“Mike doesn’t give much away,” says Cassandra Davis, 29. “He’s very careful about what he divulges.” An important moment for Davis is when Armstrong is reported to have said, “It’s a situation that the Lord needs to speak into”—a statement she says was clearly designed to avoid admitting culpability. “That’s when it hit me: he’s got to be involved in some kind of embezzling at work.”

Group member John Fredrickson, 34, also suspects criminal wrongdoing. “Mike went to school out of state, and then he did an internship he never really talks about,” says Fredrickson. “I figure he must have gotten involved with the mafia in those years. Maybe not as an enforcer, but I could definitely see him as a mule. Maybe money laundering.”

According to people present at the meeting, discussion stopped immediately when the sound of a flushing toilet announced Armstrong’s imminent return to the room.

“Hey guys, what are we reading for next week?” he is reported to have said.

Sources confirmed that Armstrong’s sister and brother-in-law will be initiating divorce proceedings early next month.

Controversy as the meaning of shalom expands to the breaking point

Geneva, Switzerland — The World Council of Churches announced today that an increasing range of meanings has pushed the word shalom (שׁלום) “to the breaking point.” The announcement follows the recommendation of a study group to include “access to a smart phone or equivalent tablet device” to the accepted legal definition of shalom.

The scope of the Hebrew word has been increased several times in recent years. In 2002 the WCC described shalom as, “a place in which there is free wireless internet for all, most especially for the marginalized, e.g., people in airports with long layovers.” A 2006 publication added that “shalom an only be found in a carbon-neutral economy.”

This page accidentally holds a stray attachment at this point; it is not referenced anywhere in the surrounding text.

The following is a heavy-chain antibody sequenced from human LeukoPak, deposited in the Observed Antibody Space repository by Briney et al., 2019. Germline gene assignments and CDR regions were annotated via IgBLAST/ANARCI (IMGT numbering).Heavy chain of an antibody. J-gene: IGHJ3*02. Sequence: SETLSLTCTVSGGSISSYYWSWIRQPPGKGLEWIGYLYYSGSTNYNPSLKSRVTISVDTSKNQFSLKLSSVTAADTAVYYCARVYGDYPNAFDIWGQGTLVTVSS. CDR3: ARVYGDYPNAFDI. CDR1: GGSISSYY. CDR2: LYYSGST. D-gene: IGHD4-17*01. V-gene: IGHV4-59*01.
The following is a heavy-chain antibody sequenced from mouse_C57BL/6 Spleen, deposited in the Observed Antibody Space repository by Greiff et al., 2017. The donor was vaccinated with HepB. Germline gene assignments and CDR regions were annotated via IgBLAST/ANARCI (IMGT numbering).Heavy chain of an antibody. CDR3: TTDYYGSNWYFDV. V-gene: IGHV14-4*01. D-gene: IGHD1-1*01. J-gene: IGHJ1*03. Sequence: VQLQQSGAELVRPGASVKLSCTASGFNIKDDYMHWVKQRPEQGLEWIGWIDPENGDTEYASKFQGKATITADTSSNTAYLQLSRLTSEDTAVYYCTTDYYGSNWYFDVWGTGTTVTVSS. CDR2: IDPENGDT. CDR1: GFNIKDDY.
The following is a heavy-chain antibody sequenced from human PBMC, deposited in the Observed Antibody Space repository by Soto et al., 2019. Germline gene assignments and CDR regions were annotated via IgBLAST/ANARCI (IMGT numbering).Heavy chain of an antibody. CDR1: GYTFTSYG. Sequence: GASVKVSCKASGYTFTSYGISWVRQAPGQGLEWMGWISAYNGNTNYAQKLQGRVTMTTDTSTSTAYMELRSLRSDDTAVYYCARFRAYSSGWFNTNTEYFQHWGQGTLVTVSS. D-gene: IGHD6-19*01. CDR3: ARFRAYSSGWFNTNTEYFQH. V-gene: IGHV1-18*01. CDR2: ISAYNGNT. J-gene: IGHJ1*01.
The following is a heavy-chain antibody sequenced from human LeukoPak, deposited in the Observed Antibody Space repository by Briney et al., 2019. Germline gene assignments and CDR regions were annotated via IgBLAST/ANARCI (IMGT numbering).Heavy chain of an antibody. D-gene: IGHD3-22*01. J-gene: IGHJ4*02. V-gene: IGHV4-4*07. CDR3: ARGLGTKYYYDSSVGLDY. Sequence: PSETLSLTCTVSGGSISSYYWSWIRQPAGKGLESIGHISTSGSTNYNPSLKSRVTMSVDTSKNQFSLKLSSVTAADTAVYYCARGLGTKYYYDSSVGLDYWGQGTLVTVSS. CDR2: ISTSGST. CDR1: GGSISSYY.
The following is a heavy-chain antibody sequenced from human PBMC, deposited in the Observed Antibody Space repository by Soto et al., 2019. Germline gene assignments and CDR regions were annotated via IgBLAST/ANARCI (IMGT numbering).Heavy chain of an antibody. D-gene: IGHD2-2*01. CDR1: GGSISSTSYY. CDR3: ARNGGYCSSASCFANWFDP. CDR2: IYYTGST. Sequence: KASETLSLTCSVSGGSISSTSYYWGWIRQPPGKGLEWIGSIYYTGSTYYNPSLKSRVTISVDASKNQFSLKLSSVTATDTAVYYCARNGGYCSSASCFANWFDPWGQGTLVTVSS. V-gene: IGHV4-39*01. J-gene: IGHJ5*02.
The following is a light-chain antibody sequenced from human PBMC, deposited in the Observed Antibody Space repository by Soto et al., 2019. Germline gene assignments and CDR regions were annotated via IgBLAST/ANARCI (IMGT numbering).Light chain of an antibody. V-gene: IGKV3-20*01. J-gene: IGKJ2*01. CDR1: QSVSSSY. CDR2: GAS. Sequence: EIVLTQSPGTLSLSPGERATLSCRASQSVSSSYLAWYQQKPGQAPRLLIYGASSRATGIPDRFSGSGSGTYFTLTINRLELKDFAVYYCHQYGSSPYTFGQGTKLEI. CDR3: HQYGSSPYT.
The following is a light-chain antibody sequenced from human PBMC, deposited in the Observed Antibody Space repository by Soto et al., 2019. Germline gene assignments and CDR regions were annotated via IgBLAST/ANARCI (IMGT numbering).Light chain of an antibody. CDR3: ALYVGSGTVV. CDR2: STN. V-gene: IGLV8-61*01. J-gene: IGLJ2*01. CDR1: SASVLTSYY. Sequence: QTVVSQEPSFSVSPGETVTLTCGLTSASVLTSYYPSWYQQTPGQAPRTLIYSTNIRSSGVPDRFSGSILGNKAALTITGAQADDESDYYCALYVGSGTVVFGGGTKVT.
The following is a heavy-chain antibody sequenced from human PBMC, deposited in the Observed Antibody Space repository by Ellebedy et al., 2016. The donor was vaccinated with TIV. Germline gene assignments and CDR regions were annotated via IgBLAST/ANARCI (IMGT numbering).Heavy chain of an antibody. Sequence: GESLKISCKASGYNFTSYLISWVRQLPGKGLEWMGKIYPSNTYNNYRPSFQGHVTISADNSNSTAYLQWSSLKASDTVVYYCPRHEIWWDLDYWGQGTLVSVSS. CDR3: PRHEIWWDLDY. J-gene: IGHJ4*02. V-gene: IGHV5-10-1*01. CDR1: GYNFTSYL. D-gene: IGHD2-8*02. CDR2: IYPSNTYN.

Scholars have long accepted that shalom means not just peace, but also the social conditions that lead to peace; at the individual, family, clan, tribal, ethnic, national, and international levels; especially with regard to the just distribution of natural resources and social services; the provisions for equal participation in society irrespective of race, ethnicity, sex, gender, religious affiliation, sexual orientation, marital status, political affiliation, handedness, hair color, eye color, skin color, parenting style, level of education, or personality type.

Notable 20th-century expansions include the wholesale incorporation of the UN Declaration of Human Rights into the concept shalom of in 1948, and the 1969 expansion to include the satisfaction watching the one’s parents play with their grandchildren, the flavor of freshly baked chocolate chip cookies, and the good feeling one gets from using a Q-Tip™.

Theologians are saying that the present controversy is the greatest challenge for shalom since 1988, when a working group proposed a definition of shalom that included the ability to define the word shalom once and for all. The proposal created an infinite feedback loop, and the committee has not yet been able to report back to the main assembly.

Practical difficulties over of the scope of the Semitic noun have been apparent since at least the first century of the Common Era, when Jesus of Nazareth greeted his follows with, “Peace be with you” (Grk. Εἰρήνη ὑμῖν; prp Heb. שׁלום עליךָ), leaving an awkward silence as His followers considered the full implications of His greeting.

WCC General Secretary Olav Tveit compared the present crisis to the definition of shalom created as a condition in the 1979 Camp David Accords, which defined shalom simultaneously as the existence of a sovereign Palestinian state covering the whole of Israeli territory, and the existence of an Israeli state covering the whole of Palestinian territory.

“We can’t just update the definition whenever we all get a new device,” said Tveit. “That does not make for shalom.” Some observers link these comments to the retrospectively embarrassing periods in the 1970s and 1980s, when access to respectively an 8-track and a pager were considered to be necessary preconditions for shalom.

The representative of the Unitarian delegation demanded acceptance of the newly proposed expansion, accusing Tveit of saying, “shalom, shalom where there is no shalom.”

In a show of unity, the Council defeated a proposal to amend the definition of shalom to include a reference to the Almighty (344–1; 2 abstaining).